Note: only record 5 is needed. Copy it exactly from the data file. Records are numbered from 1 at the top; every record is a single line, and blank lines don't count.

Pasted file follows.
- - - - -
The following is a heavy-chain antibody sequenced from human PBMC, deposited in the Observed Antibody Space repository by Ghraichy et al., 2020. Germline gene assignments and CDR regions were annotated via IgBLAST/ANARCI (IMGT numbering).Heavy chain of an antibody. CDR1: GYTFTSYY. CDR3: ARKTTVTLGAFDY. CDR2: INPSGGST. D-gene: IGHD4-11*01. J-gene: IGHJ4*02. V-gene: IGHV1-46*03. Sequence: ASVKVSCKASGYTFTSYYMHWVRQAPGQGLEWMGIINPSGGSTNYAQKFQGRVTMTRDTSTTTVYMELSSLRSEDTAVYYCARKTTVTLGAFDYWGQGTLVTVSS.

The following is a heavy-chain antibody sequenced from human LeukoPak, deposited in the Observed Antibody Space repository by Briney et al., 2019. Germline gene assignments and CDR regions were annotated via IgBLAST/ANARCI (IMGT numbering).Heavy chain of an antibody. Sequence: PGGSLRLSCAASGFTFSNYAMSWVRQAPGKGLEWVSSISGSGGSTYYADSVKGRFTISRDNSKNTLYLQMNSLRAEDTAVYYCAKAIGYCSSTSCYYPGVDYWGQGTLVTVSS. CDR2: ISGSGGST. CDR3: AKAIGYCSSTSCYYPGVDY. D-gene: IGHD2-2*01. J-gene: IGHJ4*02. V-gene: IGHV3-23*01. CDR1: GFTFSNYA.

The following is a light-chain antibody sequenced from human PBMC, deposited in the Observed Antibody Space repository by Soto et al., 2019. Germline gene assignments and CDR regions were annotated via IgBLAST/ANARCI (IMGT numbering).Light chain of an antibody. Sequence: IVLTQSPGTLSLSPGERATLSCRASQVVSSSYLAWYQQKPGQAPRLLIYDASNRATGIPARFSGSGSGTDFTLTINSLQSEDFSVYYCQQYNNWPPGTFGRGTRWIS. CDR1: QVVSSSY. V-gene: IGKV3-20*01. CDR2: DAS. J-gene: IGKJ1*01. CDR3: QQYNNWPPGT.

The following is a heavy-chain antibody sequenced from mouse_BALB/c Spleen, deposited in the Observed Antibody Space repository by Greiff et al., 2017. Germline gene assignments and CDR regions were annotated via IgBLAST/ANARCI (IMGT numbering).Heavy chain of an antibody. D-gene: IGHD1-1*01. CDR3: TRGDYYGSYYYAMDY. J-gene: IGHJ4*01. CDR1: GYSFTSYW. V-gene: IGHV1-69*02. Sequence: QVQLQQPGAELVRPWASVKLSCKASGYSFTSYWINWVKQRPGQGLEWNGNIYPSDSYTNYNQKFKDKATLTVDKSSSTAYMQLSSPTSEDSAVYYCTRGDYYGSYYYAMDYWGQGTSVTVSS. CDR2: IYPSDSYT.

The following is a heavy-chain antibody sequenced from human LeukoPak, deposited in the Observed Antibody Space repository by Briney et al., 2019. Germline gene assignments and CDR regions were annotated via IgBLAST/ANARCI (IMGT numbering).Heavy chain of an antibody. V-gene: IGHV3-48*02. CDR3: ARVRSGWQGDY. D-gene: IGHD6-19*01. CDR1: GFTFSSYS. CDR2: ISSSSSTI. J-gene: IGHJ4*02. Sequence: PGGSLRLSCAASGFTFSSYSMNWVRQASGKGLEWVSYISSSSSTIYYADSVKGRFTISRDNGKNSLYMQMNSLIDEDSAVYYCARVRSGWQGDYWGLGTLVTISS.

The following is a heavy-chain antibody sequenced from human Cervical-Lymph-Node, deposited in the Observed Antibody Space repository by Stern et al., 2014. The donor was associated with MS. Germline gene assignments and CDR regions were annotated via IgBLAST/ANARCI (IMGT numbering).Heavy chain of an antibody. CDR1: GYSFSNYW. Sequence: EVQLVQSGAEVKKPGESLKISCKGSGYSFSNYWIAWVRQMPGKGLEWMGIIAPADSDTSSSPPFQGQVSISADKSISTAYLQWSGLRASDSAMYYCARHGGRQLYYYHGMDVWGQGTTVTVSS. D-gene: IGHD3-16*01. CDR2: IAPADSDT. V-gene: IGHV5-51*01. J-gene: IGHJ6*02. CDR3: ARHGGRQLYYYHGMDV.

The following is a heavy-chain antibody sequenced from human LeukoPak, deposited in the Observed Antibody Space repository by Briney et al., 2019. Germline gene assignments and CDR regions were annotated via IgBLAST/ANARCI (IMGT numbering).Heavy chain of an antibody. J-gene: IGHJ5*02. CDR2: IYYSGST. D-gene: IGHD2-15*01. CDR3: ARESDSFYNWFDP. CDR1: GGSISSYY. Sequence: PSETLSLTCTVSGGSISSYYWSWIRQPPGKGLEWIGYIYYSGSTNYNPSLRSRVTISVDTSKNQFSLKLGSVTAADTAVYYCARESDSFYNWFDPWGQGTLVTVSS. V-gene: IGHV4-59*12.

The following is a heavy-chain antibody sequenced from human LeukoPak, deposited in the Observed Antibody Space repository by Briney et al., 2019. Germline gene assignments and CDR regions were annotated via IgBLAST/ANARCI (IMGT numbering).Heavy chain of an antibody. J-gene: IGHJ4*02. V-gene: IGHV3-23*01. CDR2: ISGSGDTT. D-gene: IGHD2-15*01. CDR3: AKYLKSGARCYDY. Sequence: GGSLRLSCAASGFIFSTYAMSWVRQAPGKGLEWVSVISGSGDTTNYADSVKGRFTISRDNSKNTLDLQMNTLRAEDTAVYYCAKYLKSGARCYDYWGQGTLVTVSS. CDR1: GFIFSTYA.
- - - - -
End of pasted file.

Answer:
The following is a heavy-chain antibody sequenced from human LeukoPak, deposited in the Observed Antibody Space repository by Briney et al., 2019. Germline gene assignments and CDR regions were annotated via IgBLAST/ANARCI (IMGT numbering).Heavy chain of an antibody. V-gene: IGHV3-48*02. CDR3: ARVRSGWQGDY. D-gene: IGHD6-19*01. CDR1: GFTFSSYS. CDR2: ISSSSSTI. J-gene: IGHJ4*02. Sequence: PGGSLRLSCAASGFTFSSYSMNWVRQASGKGLEWVSYISSSSSTIYYADSVKGRFTISRDNGKNSLYMQMNSLIDEDSAVYYCARVRSGWQGDYWGLGTLVTISS.